On my way to visit a friend on Saturday morning, I noticed a commotion, some sort of large-scale event, happening on Duke’s East Campus. Out of curiosity I chose to drive past the campus and was immediately thrown into an atmosphere full of rainbow flags, elaborately decorated cars, and people dressed in vibrant, colorful outfits. There was an air of lively celebration that I couldn’t help but smile at. I then remembered this was North Carolina’s Gay, Lesbian, Bisexual, and Transgender Festival. At this time last year it was easy for me to take in the scene without thinking too much about why the festival was being held in the first place. But after my experiences this summer, where I began learning about the gay rights movement, I realized this festival and that it was freely happening is evidence of just how far our society has come in terms of gay rights.
In thinking about this parade, I began to compare my reaction to the festival when I first saw it my freshman year to my reaction this past weekend. They couldn’t be more different. Coming into Duke, I had never known anyone from the LGBTQ community. This fact along with the fact that I’m straight made me think the issue of gay rights didn’t pertain to me. As I observed the festival I remember feeling uncomfortable as well as disconnected from everyone there. But three years later, I find myself looking on with happiness and pride. Though I didn’t stop and physically take part, I felt connected to the scene. What was it that changed for me?
I learned a lot about the history of various social movements through the Moxie Project this summer. The readings I did along with the interactions with individuals who are actively working toward social change pieced together a picture of society for me that was much more interconnected than I had realized. While I used to feel that I could only relate to issues involving discrimination against women because I am a woman, it has become clear that I also relate to other populations who also face discrimination. Working together with and supporting other social change agendas that focus on discrimination, whether it be based in racism, sexism, or classism, is a necessary aspect in influencing social change at a policy level.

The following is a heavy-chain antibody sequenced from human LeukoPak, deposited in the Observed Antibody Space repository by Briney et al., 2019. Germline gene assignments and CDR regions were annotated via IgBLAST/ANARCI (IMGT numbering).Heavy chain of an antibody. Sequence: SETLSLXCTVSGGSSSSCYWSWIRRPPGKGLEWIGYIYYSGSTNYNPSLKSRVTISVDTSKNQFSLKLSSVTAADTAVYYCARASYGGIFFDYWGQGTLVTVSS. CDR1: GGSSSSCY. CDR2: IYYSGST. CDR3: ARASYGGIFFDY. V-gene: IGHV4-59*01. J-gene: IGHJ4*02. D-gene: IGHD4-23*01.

The fact that a gay pride festival attracts so many supporters and no visible opposition marks a tremendous achievement when considering where the gay rights movement was 40 years ago. In the 1970’s there were instances of police brutality against members of the LGBTQ community and gay rights activists. In 2011 the police are helping block off roads so gay pride festivals can take place. In the 1970’s and 1980’s there were laws against same sex marriage and the right of gays and lesbians to serve openly in the military. In 2011 we have seen the passage of a New York law to allow same sex marriage and the repeal of a policy that banned gays from openly serving in the military. At least from my perspective it appears there are major strides being made in terms of gay rights. That legislation is beginning to be passed in favor of gay rights suggests there may be some shift in perspective on the issue. Gay rights opponents used to find more successes in striking down gay rights initiatives based on the idea that homosexuals are a threat to traditional family values and thus the status quo our society had contrived. Now there seem to be more and more successes on the pro gay rights side along with more supporters. Could it be that efforts of the gay rights movement are slowly succeeding in shifting our society’s perspective of what is the status quo?
It’s a complicated question and one that I don’t have the answer too. After all true social change is a long-term process. It takes time to truly make social change because breaking individuals from what is perceived as the norm is uncomfortable. It means taking risks and working with others who share similar goals of achieving equality for all. And that’s a recognition that results in success: that it is not enough to fight only for gaining rights for one population. It is necessary for social change movements to take into account where racism, classism, and sexism may still exist in social change agendas and take the routes that will benefit every population that faces discrimination. All populations who face discrimination should have freedom to live the way he or she wishes.
Maybe that’s why I felt so connected to the festival that day. Whether members of the LGBTQ community have the right to marry, among other things, may never directly impact my life but that this right exists for them has a broader meaning that does affect me. It means that I live in a society that has become accepting of an individual’s right to choose a lifestyle without fear of discrimination. At least it’s getting there, slowly but surely.